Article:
The ASEAN Charter provides that all Member States shall take turns in acting as Chair of the ASEAN. The chairmanship of ASEAN rotates annually, based on the alphabetical order of the English names of Member States.
There were instances in the past, however, when Member States switched turns or did not take a turn in the rotation. For instance, Myanmar did not take a turn as ASEAN Chair from 2006 to 2014. It was reported that Myanmar feared Western countries could boycott meetings held there and cause the country to gain bad publicity. In 2011, Indonesia switched places with Brunei because it did not want to be swamped with organizing too many meetings in 2013 as they were scheduled to also host the Asia-Pacific Economic Cooperation (APEC) meetings in the same year.
Laos failed attempt to win a seat on the United Nations Human Rights Council in a secret vote in New York was greeted with relief on Thursday by a leading Lao human rights group, which urged the communist government to adhere to U.N. rights treaties before trying to join the council.
The secret ballot by the U.N. General Assembly in Wednesday saw Laos come up short for one of five vacant Asia-Pacific slots on the council, with those regional slots going to Kyrgyzstan, Mongolia, the Philippines, South Korea and the United Arab Emirates.
The Paris-based Lao Movement for Human Rights told RFA’s Lao Service it would have been “most unfortunate” to see the authoritarian one-party government in Vientiane join the 47-member council.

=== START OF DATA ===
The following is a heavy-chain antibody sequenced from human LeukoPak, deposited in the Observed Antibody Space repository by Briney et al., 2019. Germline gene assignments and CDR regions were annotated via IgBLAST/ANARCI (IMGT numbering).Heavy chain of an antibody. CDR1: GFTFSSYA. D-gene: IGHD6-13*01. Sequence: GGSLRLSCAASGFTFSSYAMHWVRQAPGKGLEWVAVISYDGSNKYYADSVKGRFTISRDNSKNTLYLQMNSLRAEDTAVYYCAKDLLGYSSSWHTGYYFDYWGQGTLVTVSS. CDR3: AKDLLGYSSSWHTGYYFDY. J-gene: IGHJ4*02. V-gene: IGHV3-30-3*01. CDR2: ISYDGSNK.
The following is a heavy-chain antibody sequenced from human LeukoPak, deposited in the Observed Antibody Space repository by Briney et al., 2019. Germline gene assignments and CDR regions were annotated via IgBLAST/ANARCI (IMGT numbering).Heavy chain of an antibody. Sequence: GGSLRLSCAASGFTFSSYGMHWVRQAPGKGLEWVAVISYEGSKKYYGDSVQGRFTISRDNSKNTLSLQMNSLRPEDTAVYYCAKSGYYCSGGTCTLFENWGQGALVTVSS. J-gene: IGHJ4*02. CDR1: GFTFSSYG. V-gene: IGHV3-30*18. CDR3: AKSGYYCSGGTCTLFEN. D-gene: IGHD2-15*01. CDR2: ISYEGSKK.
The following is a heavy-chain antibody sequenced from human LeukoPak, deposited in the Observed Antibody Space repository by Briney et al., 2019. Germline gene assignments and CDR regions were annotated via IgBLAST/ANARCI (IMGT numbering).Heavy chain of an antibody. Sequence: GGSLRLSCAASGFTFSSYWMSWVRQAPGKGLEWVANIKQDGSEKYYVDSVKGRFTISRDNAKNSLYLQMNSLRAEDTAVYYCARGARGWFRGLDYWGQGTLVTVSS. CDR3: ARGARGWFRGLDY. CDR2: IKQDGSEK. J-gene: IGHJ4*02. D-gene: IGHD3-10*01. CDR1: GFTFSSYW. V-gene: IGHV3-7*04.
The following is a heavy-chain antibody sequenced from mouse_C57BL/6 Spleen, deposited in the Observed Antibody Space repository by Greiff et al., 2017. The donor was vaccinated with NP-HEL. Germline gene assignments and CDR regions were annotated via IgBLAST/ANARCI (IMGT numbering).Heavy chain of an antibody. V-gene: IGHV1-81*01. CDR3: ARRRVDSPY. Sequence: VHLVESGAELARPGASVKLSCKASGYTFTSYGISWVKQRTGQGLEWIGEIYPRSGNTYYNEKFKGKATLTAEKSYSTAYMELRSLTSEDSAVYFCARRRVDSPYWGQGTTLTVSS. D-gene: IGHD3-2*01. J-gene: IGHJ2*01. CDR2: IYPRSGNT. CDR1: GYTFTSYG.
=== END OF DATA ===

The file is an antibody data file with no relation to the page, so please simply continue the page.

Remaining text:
On the missing Case of Mr. Sombath Somphone… Today, I would like to reassure that the concerned authorities of the Lao PDR have conducted and are still seriously conducting the investigation and will continue to do so to find out the truth and to bring perpetrators to justice in accordance with the law of the Lao PDR. A missing case is complex and difficult to solve quickly. We need time and our concerned authorities are trying their utmost efforts under the law of the Lao PDR.
Mr. Thongphane Savanhphet, Permanent Representative of the Lao PDR to the United Nations in Geneva, to the 29th Session of the Human Rights Council on 25 June 2015.
Yesterday marked the first month of Sombath’s disappearance… His wife was asked to go talk to the police as part of the investigation process. She turned up at the police station at 9:00 AM, and the questions they had for her, after one month of the investigation was, ‘When did you get married to Sombath? How did you guys meet each other? Where do you guys stay and whether you have children?’ …and the questioning was done, the investigation was done by the lowest ranking officer at that particular police station.
Now this raises fundamental questions. The first is it raises the notion that, after one month you call a wife and tell her ‘When did you guys get married, or when did you meet for the first time?’ Which actually shows that the police and the civil administration have absolutely no interest, no political will, to get the the root of this problem. Absolutely no interest, and no political will to resolve this issue, except saying in all our meetings that ‘We want to get to the root of this problem because the credibility of Laos has been hit, and therefore we want to solve this problem as soon as possible.’